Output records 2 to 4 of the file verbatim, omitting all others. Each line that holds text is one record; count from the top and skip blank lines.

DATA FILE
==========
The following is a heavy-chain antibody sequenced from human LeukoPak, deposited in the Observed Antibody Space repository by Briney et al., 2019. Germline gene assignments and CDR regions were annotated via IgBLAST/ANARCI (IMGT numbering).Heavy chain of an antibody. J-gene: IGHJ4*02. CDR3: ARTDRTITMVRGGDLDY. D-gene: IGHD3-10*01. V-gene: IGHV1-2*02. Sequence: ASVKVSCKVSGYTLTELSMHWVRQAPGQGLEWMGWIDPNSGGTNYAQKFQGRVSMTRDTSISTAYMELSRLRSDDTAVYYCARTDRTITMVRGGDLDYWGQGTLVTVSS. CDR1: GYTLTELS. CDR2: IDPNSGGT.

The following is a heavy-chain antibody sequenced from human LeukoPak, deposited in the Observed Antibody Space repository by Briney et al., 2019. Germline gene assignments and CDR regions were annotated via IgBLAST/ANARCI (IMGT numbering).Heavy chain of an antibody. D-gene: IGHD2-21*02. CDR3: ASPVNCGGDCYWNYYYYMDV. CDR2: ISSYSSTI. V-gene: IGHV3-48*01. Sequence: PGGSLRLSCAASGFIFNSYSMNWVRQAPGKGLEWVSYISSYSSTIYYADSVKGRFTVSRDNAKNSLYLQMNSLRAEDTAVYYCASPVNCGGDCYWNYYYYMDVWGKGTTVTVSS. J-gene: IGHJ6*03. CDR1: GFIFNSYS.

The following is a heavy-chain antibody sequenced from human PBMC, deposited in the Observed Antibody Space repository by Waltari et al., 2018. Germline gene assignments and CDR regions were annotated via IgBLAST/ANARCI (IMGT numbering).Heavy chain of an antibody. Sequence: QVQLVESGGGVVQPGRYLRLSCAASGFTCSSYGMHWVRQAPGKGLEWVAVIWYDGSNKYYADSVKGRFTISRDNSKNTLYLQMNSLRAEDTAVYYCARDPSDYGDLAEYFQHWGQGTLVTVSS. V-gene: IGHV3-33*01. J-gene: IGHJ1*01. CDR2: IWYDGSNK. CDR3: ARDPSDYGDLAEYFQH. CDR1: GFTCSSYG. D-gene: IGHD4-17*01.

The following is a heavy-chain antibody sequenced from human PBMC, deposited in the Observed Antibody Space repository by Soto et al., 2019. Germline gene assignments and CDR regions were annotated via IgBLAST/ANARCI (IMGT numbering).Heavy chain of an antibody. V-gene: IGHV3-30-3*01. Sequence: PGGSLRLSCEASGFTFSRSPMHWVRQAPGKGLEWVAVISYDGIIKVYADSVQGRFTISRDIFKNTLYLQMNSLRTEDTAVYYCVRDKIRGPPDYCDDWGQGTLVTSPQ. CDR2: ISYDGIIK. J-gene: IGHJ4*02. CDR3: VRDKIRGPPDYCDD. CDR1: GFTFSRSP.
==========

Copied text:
The following is a heavy-chain antibody sequenced from human LeukoPak, deposited in the Observed Antibody Space repository by Briney et al., 2019. Germline gene assignments and CDR regions were annotated via IgBLAST/ANARCI (IMGT numbering).Heavy chain of an antibody. D-gene: IGHD2-21*02. CDR3: ASPVNCGGDCYWNYYYYMDV. CDR2: ISSYSSTI. V-gene: IGHV3-48*01. Sequence: PGGSLRLSCAASGFIFNSYSMNWVRQAPGKGLEWVSYISSYSSTIYYADSVKGRFTVSRDNAKNSLYLQMNSLRAEDTAVYYCASPVNCGGDCYWNYYYYMDVWGKGTTVTVSS. J-gene: IGHJ6*03. CDR1: GFIFNSYS.

The following is a heavy-chain antibody sequenced from human PBMC, deposited in the Observed Antibody Space repository by Waltari et al., 2018. Germline gene assignments and CDR regions were annotated via IgBLAST/ANARCI (IMGT numbering).Heavy chain of an antibody. Sequence: QVQLVESGGGVVQPGRYLRLSCAASGFTCSSYGMHWVRQAPGKGLEWVAVIWYDGSNKYYADSVKGRFTISRDNSKNTLYLQMNSLRAEDTAVYYCARDPSDYGDLAEYFQHWGQGTLVTVSS. V-gene: IGHV3-33*01. J-gene: IGHJ1*01. CDR2: IWYDGSNK. CDR3: ARDPSDYGDLAEYFQH. CDR1: GFTCSSYG. D-gene: IGHD4-17*01.

The following is a heavy-chain antibody sequenced from human PBMC, deposited in the Observed Antibody Space repository by Soto et al., 2019. Germline gene assignments and CDR regions were annotated via IgBLAST/ANARCI (IMGT numbering).Heavy chain of an antibody. V-gene: IGHV3-30-3*01. Sequence: PGGSLRLSCEASGFTFSRSPMHWVRQAPGKGLEWVAVISYDGIIKVYADSVQGRFTISRDIFKNTLYLQMNSLRTEDTAVYYCVRDKIRGPPDYCDDWGQGTLVTSPQ. CDR2: ISYDGIIK. J-gene: IGHJ4*02. CDR3: VRDKIRGPPDYCDD. CDR1: GFTFSRSP.